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Beyond Resilience

Five years ago Houston experienced Hurricane Harvey, the largest flood event in U.S. history. Harvey reminded us that our city is on the front lines of climate change, and we must reckon with our relationship with water. 

Our region’s identity is inextricably linked to water. Water informs our economy, politics, habitat, cultures, food, and leisure. Our namesake, Bayou City, is informed by our twenty-two watersheds and corresponding bayous, whose headwaters flow into the bay waters of Galveston Bay. 

Water can also be the catalyst for community transformation, but we must first reexamine our definition of resiliency. The word “resilience” comes from the Latin verb resilire, meaning to leap or spring back, rebound, or recoil. In the wake of human-made disasters such as Harvey, solutions around climate change often frame resiliency, but maybe this isn't enough. Is it our aim to bounce back? What are we returning to? Why can’t some communities or habitats bounce back in the same way?

True resilience would mean addressing the root causes of the stressors in our watershed and communities — including lax attitudes toward land-use regulation, historic red-lining practices, and over-development of ecologically-sensitive wetlands, which soak up floodwaters and cleanse local water. We must see vulnerabilities caused by these stressors in our community and environment, and not simply aspire towards resiliency. Harvey provided fertile ground for the formation of new organizations, policies, planning, and programs, but we have to do more and reexamine resilience critically.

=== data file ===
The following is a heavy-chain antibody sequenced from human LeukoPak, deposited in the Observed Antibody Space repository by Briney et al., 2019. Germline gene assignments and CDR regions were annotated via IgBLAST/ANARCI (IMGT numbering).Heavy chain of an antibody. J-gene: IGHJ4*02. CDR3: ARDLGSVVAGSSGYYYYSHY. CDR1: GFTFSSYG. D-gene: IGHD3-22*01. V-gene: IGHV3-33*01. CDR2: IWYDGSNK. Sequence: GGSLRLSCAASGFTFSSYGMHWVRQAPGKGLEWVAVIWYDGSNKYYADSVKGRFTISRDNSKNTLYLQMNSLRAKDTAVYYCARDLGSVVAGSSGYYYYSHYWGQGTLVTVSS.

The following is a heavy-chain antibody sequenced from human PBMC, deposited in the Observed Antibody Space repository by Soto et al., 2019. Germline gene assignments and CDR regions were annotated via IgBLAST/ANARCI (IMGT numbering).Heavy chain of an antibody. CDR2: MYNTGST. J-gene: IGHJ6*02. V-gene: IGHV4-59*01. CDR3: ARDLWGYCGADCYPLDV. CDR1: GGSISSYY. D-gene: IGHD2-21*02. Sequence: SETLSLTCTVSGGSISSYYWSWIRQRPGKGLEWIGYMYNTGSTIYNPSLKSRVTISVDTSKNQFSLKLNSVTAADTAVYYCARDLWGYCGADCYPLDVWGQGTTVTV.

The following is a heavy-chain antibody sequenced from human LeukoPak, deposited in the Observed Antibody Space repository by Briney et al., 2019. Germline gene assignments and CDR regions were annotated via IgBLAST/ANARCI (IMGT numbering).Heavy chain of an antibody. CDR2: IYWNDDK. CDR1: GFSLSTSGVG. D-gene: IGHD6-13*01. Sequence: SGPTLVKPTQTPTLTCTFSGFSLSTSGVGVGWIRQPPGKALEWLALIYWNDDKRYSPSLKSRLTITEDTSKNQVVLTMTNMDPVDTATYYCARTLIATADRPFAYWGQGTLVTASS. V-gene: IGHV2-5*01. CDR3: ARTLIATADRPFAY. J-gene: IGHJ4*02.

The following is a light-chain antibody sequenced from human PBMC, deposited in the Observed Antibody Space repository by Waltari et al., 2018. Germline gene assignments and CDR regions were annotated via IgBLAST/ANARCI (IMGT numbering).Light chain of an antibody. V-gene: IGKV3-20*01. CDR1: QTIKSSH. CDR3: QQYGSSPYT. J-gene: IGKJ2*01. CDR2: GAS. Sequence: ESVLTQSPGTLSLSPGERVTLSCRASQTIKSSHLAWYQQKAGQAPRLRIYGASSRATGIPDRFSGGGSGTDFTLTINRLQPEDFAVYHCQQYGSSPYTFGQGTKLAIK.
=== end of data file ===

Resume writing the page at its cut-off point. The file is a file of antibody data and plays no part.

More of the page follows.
For Our Waters & Community,

Ayanna Jolivet Mccloud

From Our Legal Arm

With San Francisco Baykeeper and the Waterkeeper Alliance, Bayou City Waterkeeper led efforts on behalf of 50 water advocates across the nation to file an amicus brief with the Supreme Court, urging the justices to affirm the broad scope of the federal Clean Water Act. The central question in Sackett v. EPA, which the Supreme Court will hear this October, is what standard should apply to determine protection for wetlands that are adjacent to traditional navigable waters and their tributaries. The petitioners initiating the appeal have asked the Supreme Court to overturn the Ninth Circuit’s ruling that adjacent wetlands, including those on their Idaho property, merit federal protection, which would advance a narrow interpretation of the Clean Water Act. Our amicus brief contends that to achieve the law’s objective, it must protect all waters that make up aquatic ecosystems, not just navigable waters. The court's decision will be especially important for our local wetlands. How our wetlands and natural systems are protected directly affects how safe we are from flooding, storm surges, and climate change. By co-leading on this brief, we aim for the Supreme Court justices to understand that the Clean Water Act is this region’s most important law for protecting our natural defenses, and it must remain strong and intact. This legal work complements our broader advocacy to push for protections for our region's wetlands, in the courts, through administrative processes, and with action-oriented, science-driven education.

From Our Science Arm